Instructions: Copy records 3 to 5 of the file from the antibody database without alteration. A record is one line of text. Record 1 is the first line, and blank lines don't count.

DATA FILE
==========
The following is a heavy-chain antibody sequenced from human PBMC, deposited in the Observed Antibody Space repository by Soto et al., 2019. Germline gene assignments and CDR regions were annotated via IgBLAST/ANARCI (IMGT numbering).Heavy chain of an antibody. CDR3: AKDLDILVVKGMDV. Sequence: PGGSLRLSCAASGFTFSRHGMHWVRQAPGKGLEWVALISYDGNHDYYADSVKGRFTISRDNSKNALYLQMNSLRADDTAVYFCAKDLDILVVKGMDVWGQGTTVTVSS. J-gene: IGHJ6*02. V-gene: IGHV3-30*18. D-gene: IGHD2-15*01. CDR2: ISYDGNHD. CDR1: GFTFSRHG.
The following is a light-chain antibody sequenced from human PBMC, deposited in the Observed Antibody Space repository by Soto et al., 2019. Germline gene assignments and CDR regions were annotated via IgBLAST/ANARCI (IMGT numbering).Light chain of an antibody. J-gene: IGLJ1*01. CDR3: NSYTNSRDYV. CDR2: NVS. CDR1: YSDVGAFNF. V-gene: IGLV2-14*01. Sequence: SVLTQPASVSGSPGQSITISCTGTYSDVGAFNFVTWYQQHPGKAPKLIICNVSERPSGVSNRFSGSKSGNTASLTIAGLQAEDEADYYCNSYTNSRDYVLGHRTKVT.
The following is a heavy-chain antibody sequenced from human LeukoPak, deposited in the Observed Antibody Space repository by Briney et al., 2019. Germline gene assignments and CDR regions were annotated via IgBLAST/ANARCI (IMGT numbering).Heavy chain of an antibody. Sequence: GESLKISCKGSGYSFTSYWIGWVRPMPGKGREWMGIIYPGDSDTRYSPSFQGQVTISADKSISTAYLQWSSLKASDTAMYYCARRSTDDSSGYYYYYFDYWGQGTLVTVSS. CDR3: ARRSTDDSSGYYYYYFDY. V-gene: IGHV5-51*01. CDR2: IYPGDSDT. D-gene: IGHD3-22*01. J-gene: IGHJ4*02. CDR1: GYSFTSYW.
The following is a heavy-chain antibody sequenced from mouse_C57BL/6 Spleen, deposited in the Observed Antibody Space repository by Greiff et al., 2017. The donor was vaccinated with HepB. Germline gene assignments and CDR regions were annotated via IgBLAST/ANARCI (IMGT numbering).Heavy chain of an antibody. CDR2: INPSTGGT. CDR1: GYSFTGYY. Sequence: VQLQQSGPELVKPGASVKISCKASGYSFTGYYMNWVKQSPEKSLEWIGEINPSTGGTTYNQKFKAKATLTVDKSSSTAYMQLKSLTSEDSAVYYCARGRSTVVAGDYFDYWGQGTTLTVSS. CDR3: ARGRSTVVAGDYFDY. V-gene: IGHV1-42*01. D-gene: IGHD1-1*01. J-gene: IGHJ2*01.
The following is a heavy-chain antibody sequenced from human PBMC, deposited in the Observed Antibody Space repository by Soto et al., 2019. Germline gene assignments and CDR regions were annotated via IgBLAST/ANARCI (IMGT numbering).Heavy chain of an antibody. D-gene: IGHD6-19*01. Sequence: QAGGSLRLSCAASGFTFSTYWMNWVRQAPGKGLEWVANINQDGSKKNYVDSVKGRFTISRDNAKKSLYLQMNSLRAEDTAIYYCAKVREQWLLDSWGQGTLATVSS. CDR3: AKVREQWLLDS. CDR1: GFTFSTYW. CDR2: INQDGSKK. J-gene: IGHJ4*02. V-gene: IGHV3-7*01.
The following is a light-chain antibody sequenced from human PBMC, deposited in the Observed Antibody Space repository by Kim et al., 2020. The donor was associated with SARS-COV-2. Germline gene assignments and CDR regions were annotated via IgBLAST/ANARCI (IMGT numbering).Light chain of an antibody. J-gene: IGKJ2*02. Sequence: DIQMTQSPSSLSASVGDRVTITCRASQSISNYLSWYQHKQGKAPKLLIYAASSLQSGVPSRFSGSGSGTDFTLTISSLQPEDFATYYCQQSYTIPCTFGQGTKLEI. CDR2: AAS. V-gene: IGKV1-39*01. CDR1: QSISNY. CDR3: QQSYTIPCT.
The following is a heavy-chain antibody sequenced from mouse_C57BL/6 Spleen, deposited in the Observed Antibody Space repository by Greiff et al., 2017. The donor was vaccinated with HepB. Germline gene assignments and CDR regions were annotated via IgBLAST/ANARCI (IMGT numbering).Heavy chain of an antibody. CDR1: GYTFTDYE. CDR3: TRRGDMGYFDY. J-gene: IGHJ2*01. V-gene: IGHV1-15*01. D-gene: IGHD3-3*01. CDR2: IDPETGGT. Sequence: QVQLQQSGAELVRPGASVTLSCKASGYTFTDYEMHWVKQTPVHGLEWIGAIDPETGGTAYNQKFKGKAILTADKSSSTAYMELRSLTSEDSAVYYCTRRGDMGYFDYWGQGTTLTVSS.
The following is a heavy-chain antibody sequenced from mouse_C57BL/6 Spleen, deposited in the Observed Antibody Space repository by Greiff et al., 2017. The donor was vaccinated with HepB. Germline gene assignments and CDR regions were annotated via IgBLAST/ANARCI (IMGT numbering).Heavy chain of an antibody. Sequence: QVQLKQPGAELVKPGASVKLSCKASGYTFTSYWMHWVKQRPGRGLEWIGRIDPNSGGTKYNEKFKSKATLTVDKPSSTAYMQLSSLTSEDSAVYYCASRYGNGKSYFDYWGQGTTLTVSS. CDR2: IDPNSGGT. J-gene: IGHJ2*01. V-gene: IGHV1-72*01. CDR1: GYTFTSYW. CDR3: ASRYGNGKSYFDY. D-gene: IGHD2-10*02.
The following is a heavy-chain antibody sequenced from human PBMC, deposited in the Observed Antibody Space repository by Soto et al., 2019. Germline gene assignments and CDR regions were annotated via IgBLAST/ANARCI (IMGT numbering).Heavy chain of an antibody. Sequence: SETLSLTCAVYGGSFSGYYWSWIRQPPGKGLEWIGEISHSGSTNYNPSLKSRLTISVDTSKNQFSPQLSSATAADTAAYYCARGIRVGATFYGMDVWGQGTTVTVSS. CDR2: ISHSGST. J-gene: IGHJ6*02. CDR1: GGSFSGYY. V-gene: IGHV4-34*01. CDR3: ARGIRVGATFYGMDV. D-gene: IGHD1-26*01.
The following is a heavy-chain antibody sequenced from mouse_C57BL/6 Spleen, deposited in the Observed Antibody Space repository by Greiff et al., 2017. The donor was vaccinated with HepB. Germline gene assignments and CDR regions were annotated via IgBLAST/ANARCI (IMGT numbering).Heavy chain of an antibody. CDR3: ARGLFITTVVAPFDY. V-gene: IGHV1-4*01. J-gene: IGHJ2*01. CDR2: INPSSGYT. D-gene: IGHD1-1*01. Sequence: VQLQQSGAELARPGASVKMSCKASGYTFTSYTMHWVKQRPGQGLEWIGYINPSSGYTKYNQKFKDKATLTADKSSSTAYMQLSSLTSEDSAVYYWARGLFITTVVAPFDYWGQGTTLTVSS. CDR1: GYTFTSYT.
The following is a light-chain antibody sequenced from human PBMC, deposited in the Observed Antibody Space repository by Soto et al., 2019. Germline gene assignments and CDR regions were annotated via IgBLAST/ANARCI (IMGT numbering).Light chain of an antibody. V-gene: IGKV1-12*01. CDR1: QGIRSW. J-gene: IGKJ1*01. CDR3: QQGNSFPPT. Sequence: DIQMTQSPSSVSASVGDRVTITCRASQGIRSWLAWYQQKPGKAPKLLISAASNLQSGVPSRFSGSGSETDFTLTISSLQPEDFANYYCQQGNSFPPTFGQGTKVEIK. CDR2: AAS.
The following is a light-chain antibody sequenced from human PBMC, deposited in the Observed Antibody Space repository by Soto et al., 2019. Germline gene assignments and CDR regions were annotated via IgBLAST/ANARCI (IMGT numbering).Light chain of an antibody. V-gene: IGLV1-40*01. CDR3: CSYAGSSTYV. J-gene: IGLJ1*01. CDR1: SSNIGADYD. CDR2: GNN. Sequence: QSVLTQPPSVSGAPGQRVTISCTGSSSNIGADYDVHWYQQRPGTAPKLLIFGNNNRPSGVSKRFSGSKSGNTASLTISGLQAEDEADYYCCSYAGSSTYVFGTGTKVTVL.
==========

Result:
The following is a heavy-chain antibody sequenced from human LeukoPak, deposited in the Observed Antibody Space repository by Briney et al., 2019. Germline gene assignments and CDR regions were annotated via IgBLAST/ANARCI (IMGT numbering).Heavy chain of an antibody. Sequence: GESLKISCKGSGYSFTSYWIGWVRPMPGKGREWMGIIYPGDSDTRYSPSFQGQVTISADKSISTAYLQWSSLKASDTAMYYCARRSTDDSSGYYYYYFDYWGQGTLVTVSS. CDR3: ARRSTDDSSGYYYYYFDY. V-gene: IGHV5-51*01. CDR2: IYPGDSDT. D-gene: IGHD3-22*01. J-gene: IGHJ4*02. CDR1: GYSFTSYW.
The following is a heavy-chain antibody sequenced from mouse_C57BL/6 Spleen, deposited in the Observed Antibody Space repository by Greiff et al., 2017. The donor was vaccinated with HepB. Germline gene assignments and CDR regions were annotated via IgBLAST/ANARCI (IMGT numbering).Heavy chain of an antibody. CDR2: INPSTGGT. CDR1: GYSFTGYY. Sequence: VQLQQSGPELVKPGASVKISCKASGYSFTGYYMNWVKQSPEKSLEWIGEINPSTGGTTYNQKFKAKATLTVDKSSSTAYMQLKSLTSEDSAVYYCARGRSTVVAGDYFDYWGQGTTLTVSS. CDR3: ARGRSTVVAGDYFDY. V-gene: IGHV1-42*01. D-gene: IGHD1-1*01. J-gene: IGHJ2*01.
The following is a heavy-chain antibody sequenced from human PBMC, deposited in the Observed Antibody Space repository by Soto et al., 2019. Germline gene assignments and CDR regions were annotated via IgBLAST/ANARCI (IMGT numbering).Heavy chain of an antibody. D-gene: IGHD6-19*01. Sequence: QAGGSLRLSCAASGFTFSTYWMNWVRQAPGKGLEWVANINQDGSKKNYVDSVKGRFTISRDNAKKSLYLQMNSLRAEDTAIYYCAKVREQWLLDSWGQGTLATVSS. CDR3: AKVREQWLLDS. CDR1: GFTFSTYW. CDR2: INQDGSKK. J-gene: IGHJ4*02. V-gene: IGHV3-7*01.